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Liquid-Crystalline Perylene Diester Polymers with Tunable Charge-Carrier Mobility

Authors

  • Mathis-Andreas Muth,

    1. Applied Functional Polymers, Department of Macromolecular Chemistry I, University of Bayreuth, Universitaetsstr. 30, 95440 Bayreuth, Germany
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  • Miguel Carrasco-Orozco,

    Corresponding author
    1. Merck Chemicals Ltd, Chilworth Technical Centre, University Parkway, Southampton SO16 7QD, UK
    • Merck Chemicals Ltd, Chilworth Technical Centre, University Parkway, Southampton SO16 7QD, UK
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  • Mukundan Thelakkat

    Corresponding author
    1. Applied Functional Polymers, Department of Macromolecular Chemistry I, University of Bayreuth, Universitaetsstr. 30, 95440 Bayreuth, Germany
    • Applied Functional Polymers, Department of Macromolecular Chemistry I, University of Bayreuth, Universitaetsstr. 30, 95440 Bayreuth, Germany.
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Errata

This article is corrected by:

  1. Errata: Correction: Liquid-Crystalline Perylene Diester Polymers with Tunable Charge-Carrier Mobility Volume 23, Issue 24, 3023, Article first published online: 18 June 2013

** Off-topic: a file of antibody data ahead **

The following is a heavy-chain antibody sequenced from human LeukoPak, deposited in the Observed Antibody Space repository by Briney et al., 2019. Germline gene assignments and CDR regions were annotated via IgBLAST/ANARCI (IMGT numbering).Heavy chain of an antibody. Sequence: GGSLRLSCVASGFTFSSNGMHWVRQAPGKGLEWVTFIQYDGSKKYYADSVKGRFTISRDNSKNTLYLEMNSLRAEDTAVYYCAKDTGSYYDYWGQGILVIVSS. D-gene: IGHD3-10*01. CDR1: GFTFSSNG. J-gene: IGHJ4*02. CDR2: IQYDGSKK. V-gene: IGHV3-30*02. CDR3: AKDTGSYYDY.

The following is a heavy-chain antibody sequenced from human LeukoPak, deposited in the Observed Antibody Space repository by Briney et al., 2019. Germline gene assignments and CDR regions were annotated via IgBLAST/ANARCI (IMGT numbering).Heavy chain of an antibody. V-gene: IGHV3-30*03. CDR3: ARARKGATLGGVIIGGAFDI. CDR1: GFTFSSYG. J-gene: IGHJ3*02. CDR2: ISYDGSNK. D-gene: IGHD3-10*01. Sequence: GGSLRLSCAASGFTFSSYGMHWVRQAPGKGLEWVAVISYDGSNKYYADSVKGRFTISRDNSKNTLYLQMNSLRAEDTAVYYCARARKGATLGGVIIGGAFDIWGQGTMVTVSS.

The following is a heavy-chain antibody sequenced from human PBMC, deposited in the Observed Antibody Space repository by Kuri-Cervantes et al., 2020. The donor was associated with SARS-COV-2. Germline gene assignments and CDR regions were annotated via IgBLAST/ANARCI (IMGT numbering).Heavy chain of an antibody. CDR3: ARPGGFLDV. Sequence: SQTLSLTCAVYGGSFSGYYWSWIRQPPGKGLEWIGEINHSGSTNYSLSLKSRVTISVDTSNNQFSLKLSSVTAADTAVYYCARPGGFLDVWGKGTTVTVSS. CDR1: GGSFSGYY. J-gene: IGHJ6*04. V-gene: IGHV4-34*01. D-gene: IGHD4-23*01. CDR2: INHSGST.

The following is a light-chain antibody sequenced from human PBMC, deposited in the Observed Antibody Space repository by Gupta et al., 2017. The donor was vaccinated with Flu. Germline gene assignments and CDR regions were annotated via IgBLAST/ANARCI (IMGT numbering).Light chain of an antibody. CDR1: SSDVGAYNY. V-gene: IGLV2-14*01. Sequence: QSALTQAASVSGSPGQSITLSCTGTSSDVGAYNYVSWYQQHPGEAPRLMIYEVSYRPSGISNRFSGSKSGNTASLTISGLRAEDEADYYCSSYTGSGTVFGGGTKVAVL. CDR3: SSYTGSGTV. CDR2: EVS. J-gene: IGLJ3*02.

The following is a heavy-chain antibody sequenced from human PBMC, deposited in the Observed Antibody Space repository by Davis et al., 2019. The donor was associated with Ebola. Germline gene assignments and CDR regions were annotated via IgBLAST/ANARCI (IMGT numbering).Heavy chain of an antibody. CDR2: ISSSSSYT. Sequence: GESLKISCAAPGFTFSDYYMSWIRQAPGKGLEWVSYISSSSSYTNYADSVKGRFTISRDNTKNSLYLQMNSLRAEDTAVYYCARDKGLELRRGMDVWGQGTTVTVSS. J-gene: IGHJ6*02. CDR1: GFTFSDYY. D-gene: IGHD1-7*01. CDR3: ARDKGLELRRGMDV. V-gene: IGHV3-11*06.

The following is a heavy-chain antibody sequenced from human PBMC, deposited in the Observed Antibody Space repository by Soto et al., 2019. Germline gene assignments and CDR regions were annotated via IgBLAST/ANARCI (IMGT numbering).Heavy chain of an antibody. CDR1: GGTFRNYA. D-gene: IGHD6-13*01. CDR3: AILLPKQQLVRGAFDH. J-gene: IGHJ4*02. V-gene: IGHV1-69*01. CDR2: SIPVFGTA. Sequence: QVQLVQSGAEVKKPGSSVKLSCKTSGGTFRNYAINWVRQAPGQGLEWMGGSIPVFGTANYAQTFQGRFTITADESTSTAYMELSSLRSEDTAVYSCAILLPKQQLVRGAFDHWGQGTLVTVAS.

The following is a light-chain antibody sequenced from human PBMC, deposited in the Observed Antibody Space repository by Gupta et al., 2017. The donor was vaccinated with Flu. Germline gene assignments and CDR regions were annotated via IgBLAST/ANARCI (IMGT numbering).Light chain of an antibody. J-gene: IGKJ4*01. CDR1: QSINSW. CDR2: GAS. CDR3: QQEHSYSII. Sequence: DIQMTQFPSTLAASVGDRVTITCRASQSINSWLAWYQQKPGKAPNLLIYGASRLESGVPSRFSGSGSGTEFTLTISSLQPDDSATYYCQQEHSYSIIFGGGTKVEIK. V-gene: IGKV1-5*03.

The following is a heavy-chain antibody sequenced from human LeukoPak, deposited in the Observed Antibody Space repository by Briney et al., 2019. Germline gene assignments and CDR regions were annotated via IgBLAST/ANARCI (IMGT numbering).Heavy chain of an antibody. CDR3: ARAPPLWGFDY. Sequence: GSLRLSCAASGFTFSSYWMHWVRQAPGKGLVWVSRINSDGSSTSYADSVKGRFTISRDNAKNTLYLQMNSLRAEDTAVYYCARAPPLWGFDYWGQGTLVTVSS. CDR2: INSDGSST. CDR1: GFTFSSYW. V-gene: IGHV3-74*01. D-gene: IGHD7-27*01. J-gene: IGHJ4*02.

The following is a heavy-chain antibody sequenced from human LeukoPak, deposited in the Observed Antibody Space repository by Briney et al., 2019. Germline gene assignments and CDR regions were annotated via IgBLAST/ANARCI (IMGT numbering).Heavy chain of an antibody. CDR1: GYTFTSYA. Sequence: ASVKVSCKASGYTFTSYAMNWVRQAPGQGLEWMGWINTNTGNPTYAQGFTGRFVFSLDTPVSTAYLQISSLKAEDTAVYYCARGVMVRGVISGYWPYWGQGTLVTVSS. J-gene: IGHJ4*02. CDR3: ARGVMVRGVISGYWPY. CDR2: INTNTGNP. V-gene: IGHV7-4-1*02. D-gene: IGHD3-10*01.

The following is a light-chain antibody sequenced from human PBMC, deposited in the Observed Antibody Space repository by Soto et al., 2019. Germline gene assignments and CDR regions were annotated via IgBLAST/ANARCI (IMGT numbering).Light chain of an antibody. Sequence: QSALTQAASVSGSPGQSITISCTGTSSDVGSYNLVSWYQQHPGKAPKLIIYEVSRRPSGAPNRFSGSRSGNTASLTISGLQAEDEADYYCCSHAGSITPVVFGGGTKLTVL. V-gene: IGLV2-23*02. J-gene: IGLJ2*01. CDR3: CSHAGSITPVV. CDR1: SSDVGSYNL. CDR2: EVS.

Abstract

New classes of liquid-crystalline semiconductor polymers based on perylene diester benzimidazole and perylene diester imide mesogens are reported. Two highly soluble side-chain polymers, poly(perylene diester benzimidazole acrylate) (PPDB) and poly(perylene diester imide acrylate) (PPDI) are synthesized by nitroxide-mediated radical polymerization (NMRP). PPDB shows n-type semiconductor performance with electron mobilities of 3.2 × 10−4 cm2 V−1 s−1 obtained in a diode configuration by fitting the space-charge-limited currents (SCLC) according to the Mott–Gurney equation. Interestingly, PPDI performs preferentially as a p-type material with a hole mobility of 1.5 × 10−4 cm2 V−1 s−1, which is attributed to the less electron-deficient perylene core of PPDI compared to PPDB. Optical properties are investigated by UV-vis and fluorescence spectroscopy. The extended π-conjugation system due to the benzimidazole unit of PPDB leads to a considerably broader absorption in the visible region compared to PPDI. HOMO and LUMO levels of the polymers are also determined by cyclic voltammetry; the resulting energy band-gaps are 1.86 eV for PPDB and 2.16 eV for PPDI. Thermal behavior and liquid crystallinity are studied by differential scanning calorimetry, polarized optical microscopy, and X-ray diffraction measurements. The results indicate liquid-crystalline order of the polymers over a broad temperature range. These thermal, electrical, and optical properties make the perylene side-chain polymers attractive materials for organic photovoltaics.

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